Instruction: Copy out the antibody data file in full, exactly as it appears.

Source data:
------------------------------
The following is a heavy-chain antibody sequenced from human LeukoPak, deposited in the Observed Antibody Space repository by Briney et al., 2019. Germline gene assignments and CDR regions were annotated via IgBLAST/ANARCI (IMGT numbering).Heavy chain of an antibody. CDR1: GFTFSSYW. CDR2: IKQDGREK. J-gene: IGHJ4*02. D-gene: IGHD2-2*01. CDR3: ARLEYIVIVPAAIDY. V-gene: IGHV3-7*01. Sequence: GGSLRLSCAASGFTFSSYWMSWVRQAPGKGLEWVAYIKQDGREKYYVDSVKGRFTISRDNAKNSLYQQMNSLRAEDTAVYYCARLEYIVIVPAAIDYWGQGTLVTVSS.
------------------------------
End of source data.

The following is a heavy-chain antibody sequenced from human LeukoPak, deposited in the Observed Antibody Space repository by Briney et al., 2019. Germline gene assignments and CDR regions were annotated via IgBLAST/ANARCI (IMGT numbering).Heavy chain of an antibody. CDR1: GFTFSSYW. CDR2: IKQDGREK. J-gene: IGHJ4*02. D-gene: IGHD2-2*01. CDR3: ARLEYIVIVPAAIDY. V-gene: IGHV3-7*01. Sequence: GGSLRLSCAASGFTFSSYWMSWVRQAPGKGLEWVAYIKQDGREKYYVDSVKGRFTISRDNAKNSLYQQMNSLRAEDTAVYYCARLEYIVIVPAAIDYWGQGTLVTVSS.